01 Stay Indoors During Peak Hours
Staying indoors during the hottest times in the afternoon will do wonders for most people. Chiang Mai’s smoky season also coincides with some of the hottest temperatures of the year, so we find ourselves preferring to go out in the mornings and evenings anyways. We keep our windows shut and turn on the fan if we want air circulation in our house.
02 Wear N95 Grade Masks
If the smog is bothersome while you’re outside, wearing face masks with a proper filter grade will protect your lungs and sinuses. Look for masks that specifically advertise a filter grading of at least N95. They should also fit snugly around the nose and mouth with no open gaps on the sides to allow unfiltered air in.
We have purchased masks like this at large department stores such as HomePro or hardware stores featuring 3M products. Masks generally cost around 150 baht (5 USD) each.
These are not the cheap surgical look-a-like masks that can be purchased at 7-Elevens, mini Tescos, or FamilyMarts. Thais wear these thin, white masks during the burning season but they are useless. These masks don’t protect the lungs from the finer particles.
03 Invest in an Indoor Air Purifier
Air conditioning units can filter the air for larger particles such as lint and hair. However, investing in a stand-up air filter for your home or apartment can keep your lungs and sinuses happy indoors. These are designed to trap the smaller particles.
There are many brands on the market. They can be purchased from major home appliance stores and supercenters such as HomePro, but we bought an air purifier online in Thailand and it’s amazing. They are well worth the investment, especially for people who are sensitive to the poor air quality.
We also use this neti pot and nasal rinse to clean out our sinuses from time to time. We bought ours from a small pharmacy at Chiang Mai Gate and use it when the dust and smoke make our noses itch. There are different brands and styles of neti pots, but we prefer the squeezable ones to the ones that work off gravity alone.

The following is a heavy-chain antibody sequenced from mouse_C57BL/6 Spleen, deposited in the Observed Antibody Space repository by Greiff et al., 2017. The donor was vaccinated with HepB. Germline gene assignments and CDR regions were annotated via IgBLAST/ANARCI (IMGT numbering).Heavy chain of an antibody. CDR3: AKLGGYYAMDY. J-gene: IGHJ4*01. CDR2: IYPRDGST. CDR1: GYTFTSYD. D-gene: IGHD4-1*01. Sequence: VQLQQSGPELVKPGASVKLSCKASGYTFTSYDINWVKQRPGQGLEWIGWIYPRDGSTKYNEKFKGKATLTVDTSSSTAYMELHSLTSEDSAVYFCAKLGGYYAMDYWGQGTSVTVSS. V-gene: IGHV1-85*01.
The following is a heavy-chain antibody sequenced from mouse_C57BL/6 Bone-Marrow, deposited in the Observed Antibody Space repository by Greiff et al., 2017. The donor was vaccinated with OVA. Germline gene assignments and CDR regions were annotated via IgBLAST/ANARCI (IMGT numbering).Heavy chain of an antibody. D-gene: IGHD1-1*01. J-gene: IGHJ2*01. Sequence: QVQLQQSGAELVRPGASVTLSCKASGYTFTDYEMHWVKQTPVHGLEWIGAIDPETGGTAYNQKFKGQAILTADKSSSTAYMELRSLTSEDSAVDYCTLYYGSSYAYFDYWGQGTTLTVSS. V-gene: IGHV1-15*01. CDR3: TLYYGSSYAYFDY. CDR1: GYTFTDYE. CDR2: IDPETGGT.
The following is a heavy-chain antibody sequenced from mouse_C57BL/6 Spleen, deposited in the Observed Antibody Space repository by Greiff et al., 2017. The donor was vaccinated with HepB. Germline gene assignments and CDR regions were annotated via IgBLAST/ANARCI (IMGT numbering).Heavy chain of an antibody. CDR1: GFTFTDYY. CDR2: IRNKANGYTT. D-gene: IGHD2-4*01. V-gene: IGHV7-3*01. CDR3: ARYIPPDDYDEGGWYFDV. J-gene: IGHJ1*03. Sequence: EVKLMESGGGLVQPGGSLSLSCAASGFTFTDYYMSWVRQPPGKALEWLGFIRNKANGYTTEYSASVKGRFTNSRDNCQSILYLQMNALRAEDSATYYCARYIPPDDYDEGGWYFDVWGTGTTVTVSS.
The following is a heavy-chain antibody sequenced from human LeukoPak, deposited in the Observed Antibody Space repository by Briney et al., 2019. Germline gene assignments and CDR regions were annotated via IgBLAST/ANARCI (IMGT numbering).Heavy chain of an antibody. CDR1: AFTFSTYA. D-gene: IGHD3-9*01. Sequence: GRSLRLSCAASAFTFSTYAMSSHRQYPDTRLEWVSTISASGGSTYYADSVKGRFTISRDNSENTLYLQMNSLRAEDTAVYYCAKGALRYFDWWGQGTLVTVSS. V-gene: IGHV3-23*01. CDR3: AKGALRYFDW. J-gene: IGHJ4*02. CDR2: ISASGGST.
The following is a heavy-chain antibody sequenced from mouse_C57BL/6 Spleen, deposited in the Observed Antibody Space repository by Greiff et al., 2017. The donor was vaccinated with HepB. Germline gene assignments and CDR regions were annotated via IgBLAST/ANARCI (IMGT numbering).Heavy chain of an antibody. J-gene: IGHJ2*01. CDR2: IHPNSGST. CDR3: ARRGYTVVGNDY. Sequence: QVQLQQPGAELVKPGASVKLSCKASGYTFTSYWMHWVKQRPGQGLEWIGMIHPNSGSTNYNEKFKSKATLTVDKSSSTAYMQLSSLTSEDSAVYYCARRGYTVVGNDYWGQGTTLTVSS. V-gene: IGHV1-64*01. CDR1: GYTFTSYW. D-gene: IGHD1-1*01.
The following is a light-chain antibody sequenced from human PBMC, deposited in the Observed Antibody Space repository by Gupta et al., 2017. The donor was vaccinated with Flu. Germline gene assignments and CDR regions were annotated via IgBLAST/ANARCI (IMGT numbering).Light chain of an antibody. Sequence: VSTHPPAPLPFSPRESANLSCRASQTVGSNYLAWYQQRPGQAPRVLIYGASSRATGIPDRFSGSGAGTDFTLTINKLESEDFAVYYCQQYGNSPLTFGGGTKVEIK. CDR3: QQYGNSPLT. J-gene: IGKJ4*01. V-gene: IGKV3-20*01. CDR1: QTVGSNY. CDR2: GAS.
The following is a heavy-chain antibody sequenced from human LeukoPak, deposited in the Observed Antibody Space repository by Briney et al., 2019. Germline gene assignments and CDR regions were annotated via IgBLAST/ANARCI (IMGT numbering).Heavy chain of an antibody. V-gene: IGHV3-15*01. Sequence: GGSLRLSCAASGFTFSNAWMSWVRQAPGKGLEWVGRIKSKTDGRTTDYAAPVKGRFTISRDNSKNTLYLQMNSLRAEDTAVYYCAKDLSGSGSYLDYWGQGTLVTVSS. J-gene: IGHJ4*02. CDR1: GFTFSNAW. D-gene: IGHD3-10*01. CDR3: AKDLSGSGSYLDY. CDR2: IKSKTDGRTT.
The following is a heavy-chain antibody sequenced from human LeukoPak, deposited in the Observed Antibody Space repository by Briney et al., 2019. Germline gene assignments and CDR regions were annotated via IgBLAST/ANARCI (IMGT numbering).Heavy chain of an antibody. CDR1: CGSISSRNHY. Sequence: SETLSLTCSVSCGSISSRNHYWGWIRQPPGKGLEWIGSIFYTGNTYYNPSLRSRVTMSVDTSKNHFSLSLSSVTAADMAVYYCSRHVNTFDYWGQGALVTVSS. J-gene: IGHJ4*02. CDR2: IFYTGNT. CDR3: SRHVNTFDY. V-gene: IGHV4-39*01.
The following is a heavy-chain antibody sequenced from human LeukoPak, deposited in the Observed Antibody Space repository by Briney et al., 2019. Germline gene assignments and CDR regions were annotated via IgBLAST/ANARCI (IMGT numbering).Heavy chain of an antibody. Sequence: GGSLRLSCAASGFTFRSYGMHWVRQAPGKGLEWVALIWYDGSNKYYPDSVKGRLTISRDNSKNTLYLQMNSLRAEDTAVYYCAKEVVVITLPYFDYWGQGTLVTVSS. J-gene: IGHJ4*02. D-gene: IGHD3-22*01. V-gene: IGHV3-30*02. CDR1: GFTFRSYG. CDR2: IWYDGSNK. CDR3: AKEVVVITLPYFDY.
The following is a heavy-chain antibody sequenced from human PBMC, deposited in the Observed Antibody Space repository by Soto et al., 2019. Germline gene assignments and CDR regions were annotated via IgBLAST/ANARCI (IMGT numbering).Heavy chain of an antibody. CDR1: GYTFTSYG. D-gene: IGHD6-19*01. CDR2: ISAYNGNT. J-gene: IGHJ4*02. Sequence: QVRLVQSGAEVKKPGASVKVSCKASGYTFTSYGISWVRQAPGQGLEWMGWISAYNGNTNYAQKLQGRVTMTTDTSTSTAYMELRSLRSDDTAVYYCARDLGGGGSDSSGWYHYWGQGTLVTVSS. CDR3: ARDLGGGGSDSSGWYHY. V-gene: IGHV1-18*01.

04 Enjoy Time in Southern Thailand
Otherwise, you can do what we’ve planned to do and vacation in the southern beach regions of Thailand. We’ve recommended this to others in the past.
Our Experience with Chiang Mai’s Smoky Season
We first arrived in Chiang Mai in March 2013 right as the burning season was kicking into high gear. At the time the sky was hazy and the air smelled like a campfire but we weren’t overly affected by the dry heat or the smoke at the time. We attributed this to being preoccupied with getting settled into our new apartment and being so excited about moving to Thailand.
Every year since then – 2014, 2015, and 2016 – Chiang Mai’s smoky season has seemed to worsen. We’ve invested in face masks with the proper N95 filter grade. Chris notices that his sinuses flare up when he doesn’t use his mask outside or on the motorbike. We also adjust our schedule and stay inside between 2pm and 6pm and avoid outdoor restaurants and cafés completely.
It wasn’t until the rain showed up sporadically in April and a bit more in May that the visibility and air quality improved significantly.
The Bottom Line
Chiang Mai’s smoky season can make you physically uncomfortable and you’ll definitely miss out on the picturesque views. It’s no wonder why tourists are hesitant to visit Chiang Mai during the burning season. Or why locals tend to vacation down south during this time.
We personally do not recommend visiting northern Thailand in March or April. This is especially true if you have breathing problems triggered by air pollution. However, we think most people will enjoy their time here for a few days and as long as they know the limitations of their own body and use caution when outside. After all, we’re sure almost anyone would be thrilled to spend time in Chiang Mai, smoky season or not!